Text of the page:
Why is the US dollar so solid after a weak jobs report?
The US added just 199K jobs in December, much softer than the 410K consensus and the ADP rate above 800K.
Firstly, the indications in the household survey (rather than the establishment survey) were stronger with unemployment falling to 3.9% from 4.2%. Secondly -- and I think this is the important one -- average hourly earnings rose 0.6% in the month compared to 0.4% expected. That pushed the y/y rate to 4.7%.
In its previous 'transitory' thesis, the Fed expected wage growth to stay relatively cool as the pandemic pushed prices up before supply chains recovered and inflation reverted to 2% or lower. Instead, prices have stayed persistently strong and now workers are discovering negotiating power.
That dynamic could create the feared wage-price spiral, where a higher cost of living leads to workers demanding more pay and then higher pay results in more spending and even higher prices. It's the kind of inflation that central banks truly fear.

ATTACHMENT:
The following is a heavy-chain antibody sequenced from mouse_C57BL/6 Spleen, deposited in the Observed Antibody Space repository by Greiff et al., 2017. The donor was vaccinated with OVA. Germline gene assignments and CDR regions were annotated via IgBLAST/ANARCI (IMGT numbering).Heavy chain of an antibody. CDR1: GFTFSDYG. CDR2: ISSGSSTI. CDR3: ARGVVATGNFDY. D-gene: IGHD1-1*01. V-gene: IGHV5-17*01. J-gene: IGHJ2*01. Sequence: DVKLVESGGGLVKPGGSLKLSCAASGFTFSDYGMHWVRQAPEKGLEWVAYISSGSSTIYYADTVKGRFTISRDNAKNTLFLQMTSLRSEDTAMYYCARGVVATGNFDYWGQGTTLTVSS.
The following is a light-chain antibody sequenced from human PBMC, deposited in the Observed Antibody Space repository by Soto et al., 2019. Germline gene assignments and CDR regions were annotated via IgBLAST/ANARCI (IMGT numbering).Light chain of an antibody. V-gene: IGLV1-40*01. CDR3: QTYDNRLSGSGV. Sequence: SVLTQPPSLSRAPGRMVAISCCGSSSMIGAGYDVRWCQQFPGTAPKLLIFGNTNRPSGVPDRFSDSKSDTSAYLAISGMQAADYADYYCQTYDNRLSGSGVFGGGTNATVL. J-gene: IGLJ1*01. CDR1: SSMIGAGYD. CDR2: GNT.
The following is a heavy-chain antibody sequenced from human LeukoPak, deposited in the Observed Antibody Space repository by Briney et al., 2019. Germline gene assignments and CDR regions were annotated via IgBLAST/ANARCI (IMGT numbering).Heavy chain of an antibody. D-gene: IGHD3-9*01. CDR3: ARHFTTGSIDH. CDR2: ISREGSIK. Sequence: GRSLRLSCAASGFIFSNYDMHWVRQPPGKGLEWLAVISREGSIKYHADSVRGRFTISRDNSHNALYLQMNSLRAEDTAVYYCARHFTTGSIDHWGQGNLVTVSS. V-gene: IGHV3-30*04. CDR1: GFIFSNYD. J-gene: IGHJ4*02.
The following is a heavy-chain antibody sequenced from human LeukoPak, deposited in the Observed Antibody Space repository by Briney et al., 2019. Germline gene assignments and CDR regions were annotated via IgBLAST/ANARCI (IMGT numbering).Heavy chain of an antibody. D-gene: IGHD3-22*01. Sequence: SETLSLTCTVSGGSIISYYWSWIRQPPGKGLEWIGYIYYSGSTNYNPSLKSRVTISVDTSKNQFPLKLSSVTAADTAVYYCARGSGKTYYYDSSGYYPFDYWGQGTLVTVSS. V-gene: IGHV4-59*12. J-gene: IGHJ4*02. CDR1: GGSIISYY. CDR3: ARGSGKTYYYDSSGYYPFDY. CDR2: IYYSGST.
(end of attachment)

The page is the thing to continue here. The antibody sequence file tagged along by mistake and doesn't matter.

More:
Obviously, one month doesn't make a trend but with all the sudden inflationary awareness and higher prices, the market is sensing that the Fed will be more aggressive. That will mean a rate hike in March and could mean even more than the 75 bps of hikes that are priced in. The implied odds of March are now up to 90% from 80% earlier this week.
So the US dollar is holding its ground in the aftermath of the report and if the same fear of rate hikes hits stocks ,we could see trades like AUD/USD weaken.